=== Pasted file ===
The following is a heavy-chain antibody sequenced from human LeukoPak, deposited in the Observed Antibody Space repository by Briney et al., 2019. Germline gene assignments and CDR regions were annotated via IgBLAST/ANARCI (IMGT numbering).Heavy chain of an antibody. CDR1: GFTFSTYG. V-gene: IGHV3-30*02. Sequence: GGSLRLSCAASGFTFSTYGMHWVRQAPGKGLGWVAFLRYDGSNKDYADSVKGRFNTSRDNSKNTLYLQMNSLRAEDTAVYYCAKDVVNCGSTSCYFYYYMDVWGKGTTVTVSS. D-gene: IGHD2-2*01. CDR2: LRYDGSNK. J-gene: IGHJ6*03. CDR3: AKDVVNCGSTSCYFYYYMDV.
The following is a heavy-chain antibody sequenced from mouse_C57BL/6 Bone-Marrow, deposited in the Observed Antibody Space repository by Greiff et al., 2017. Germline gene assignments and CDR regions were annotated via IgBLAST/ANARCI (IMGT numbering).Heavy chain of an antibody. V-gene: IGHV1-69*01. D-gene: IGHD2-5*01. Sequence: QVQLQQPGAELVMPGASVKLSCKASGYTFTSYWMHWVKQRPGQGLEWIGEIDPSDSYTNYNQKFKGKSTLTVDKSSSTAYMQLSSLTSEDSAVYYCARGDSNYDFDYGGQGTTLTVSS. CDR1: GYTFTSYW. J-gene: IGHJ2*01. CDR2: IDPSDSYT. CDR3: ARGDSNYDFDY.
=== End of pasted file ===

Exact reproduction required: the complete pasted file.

The following is a heavy-chain antibody sequenced from human LeukoPak, deposited in the Observed Antibody Space repository by Briney et al., 2019. Germline gene assignments and CDR regions were annotated via IgBLAST/ANARCI (IMGT numbering).Heavy chain of an antibody. CDR1: GFTFSTYG. V-gene: IGHV3-30*02. Sequence: GGSLRLSCAASGFTFSTYGMHWVRQAPGKGLGWVAFLRYDGSNKDYADSVKGRFNTSRDNSKNTLYLQMNSLRAEDTAVYYCAKDVVNCGSTSCYFYYYMDVWGKGTTVTVSS. D-gene: IGHD2-2*01. CDR2: LRYDGSNK. J-gene: IGHJ6*03. CDR3: AKDVVNCGSTSCYFYYYMDV.
The following is a heavy-chain antibody sequenced from mouse_C57BL/6 Bone-Marrow, deposited in the Observed Antibody Space repository by Greiff et al., 2017. Germline gene assignments and CDR regions were annotated via IgBLAST/ANARCI (IMGT numbering).Heavy chain of an antibody. V-gene: IGHV1-69*01. D-gene: IGHD2-5*01. Sequence: QVQLQQPGAELVMPGASVKLSCKASGYTFTSYWMHWVKQRPGQGLEWIGEIDPSDSYTNYNQKFKGKSTLTVDKSSSTAYMQLSSLTSEDSAVYYCARGDSNYDFDYGGQGTTLTVSS. CDR1: GYTFTSYW. J-gene: IGHJ2*01. CDR2: IDPSDSYT. CDR3: ARGDSNYDFDY.